The word “natural” is thrown around a lot these days, by itself or within a phrase like “natural health,” “made with natural ingredients,” “natural parenting,” etc. I don’t generally use the word, because although it seems simple, it can be a loaded with implications and assumptions. However, I often struggle to find an appropriate, equally succinct word.
What does “natural” actually mean? According to Dictionary.com, it mainly means:
1. existing in or formed by nature (opposed to artificial)
2. constituted by nature
3. of or pertaining to nature or the universe
Mostly things to do with the word nature, which means:
1. the material world, especially as surrounding humankind and existing independently of human activities
2. the natural world as it exists without human beings or civilization
Herein lies my problem with these words. Our culture generally defines humanity as wholly separate from nature (nature, which includes other animals)—even as above or against it. The iconic “man conquering nature.”
This dichotomy purports that humanity is superior and nature is inferior. We are better than nature and deserve better, so we have declared war on it. We win battles when we build successful dams, and lose them when hurricanes devastate cities. We “own” land, livestock, and pets. It is our default state to control our environment by living in the climate-controlled indoors, and to control our bodies by doing all we can to stifle their fluids and smells.
The final definition of “natural”—uncultivated—might be more useful. Forgetting for now that it also means uneducated or uncultured, let’s have it mean untouched or unaltered—like natural (i.e. unprocessed) sweeteners, natural landscape, that sort of thing. The problem with this definition is that, when scrutinized, it rules out not only agriculture but also the classic example of beavers building dams.
Using the word natural in the phrase “natural foods” is presumptuous and meaningless, such as agave “nectar,” which I blogged/linked about before. Wikipedia says it well:
“The term is assumed to imply foods that are minimally processed and do not contain manufactured ingredients, but the lack of standards in most jurisdictions [including the U.S.] means that the term assures nothing.”
“Fundamentally, almost all foodstuffs are derived from the natural products of plants and animals; therefore, any definition of ‘natural food’ results in an arbitrary exclusion or inclusion of food ingredients; likewise, since almost all foods are processed in some way, either mechanically, chemically, or by temperature, it is difficult to define which types of food processing are ‘natural’.“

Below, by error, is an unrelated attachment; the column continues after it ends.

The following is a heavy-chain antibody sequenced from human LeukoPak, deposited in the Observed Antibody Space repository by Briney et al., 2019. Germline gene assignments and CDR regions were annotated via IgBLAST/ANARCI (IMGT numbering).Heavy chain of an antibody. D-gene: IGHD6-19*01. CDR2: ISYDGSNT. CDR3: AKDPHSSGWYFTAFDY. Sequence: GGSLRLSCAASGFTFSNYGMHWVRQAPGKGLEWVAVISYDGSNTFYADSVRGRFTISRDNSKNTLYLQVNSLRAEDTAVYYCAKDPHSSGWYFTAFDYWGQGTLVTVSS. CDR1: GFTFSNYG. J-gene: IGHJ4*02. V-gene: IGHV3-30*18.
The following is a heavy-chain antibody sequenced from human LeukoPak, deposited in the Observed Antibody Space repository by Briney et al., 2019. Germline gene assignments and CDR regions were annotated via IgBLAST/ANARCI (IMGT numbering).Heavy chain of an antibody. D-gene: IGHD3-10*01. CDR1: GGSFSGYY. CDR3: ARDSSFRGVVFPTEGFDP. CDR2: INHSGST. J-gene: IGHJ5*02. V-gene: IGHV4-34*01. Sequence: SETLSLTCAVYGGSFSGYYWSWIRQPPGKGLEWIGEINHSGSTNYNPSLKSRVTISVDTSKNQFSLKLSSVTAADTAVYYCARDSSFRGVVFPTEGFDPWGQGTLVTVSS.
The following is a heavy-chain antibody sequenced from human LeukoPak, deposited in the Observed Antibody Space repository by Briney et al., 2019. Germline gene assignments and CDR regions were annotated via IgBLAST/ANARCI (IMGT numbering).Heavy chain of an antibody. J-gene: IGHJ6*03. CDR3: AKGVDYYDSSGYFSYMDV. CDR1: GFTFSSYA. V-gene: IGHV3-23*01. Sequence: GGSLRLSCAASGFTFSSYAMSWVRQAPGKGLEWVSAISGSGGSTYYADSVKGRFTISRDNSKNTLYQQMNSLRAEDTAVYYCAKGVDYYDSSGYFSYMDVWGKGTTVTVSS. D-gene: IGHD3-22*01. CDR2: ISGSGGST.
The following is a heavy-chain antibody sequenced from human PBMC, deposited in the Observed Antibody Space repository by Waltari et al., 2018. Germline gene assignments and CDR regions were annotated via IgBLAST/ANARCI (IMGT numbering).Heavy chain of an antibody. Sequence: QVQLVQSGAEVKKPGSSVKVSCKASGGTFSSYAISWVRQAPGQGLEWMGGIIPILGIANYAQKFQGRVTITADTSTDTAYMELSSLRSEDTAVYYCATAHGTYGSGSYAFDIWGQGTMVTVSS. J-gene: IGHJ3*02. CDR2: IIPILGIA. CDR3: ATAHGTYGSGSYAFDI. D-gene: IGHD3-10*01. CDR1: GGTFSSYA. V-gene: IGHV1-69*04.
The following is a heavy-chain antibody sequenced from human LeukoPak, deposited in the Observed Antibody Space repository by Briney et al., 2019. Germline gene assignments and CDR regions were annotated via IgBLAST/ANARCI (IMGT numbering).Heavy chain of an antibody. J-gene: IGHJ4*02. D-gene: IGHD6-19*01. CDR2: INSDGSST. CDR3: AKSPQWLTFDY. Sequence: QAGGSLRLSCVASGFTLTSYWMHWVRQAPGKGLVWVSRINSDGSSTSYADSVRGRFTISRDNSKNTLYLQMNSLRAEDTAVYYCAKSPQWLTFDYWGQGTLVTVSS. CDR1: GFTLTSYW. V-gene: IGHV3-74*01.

(I like the term “real food,” mostly because of its elements of snark and absurdity.)
Calling things “unnatural” can be equally ironic, such as when my practice of not shaving, as a woman, is deemed unnatural.
Several years ago, a friend (who was a farmer) frequently ranted about things that were “unnatural” (e.g. oil tanks, the Internet) and therefore bad. Her intention was usually clear, but sometimes, when I asked her to elaborate (both on what defined “unnatural” and why it was inherently bad, and what made agriculture, for example, “natural”), she stumbled and was not really able to discourse it. She—like all of us—held a lot of unquestioned presumptions.
I brought this up with another farmer friend of mine, and asked him what he thought about the “natural”/”unnatural” distinction. He said that he didn’t really think about things in terms of natural and unnatural, but rather in terms of what worked and what didn’t. (He meant this in a sustainable, earth-and-living-things-friendly kind of way.)
This was helpful to me. The thing is, we live in a civilization that is arguably unfriendly to the well-being of not only non-human animals but of many humans as well. We were raised in a society whose conventional wisdom states that we are separate from and better than “nature.” We were enculturated into a system of practices that comes from and supports this way of life. Anything we do is arguably a response to this.
There are human activities that, while called “unnatural” (which can mean, as we’ve established, anything or nothing), work, when they help to counter destructive cultural norms. There are also human activities that, while called “natural,” don’t work, when they are marketing ploys by profit-hunger corporations deviously devised to sucker consumers into pumping even more money into our nefarious exploitive capitalistic system by conning them into thinking they’re actually doing something good for the earth and/or themselves.
When folks that I know are well-meaning and not evil capitalists use the word “natural,” I don’t question it as much. There is a generally-agreed-upon if not vague definition of the word that is more or less the aforementioned “uncultivated.” But when things are assumed and taken for granted and therefore easily co-opted, I think it’s important to unpack them a little.
The real question is, where do those damn beavers and their dams fit in?
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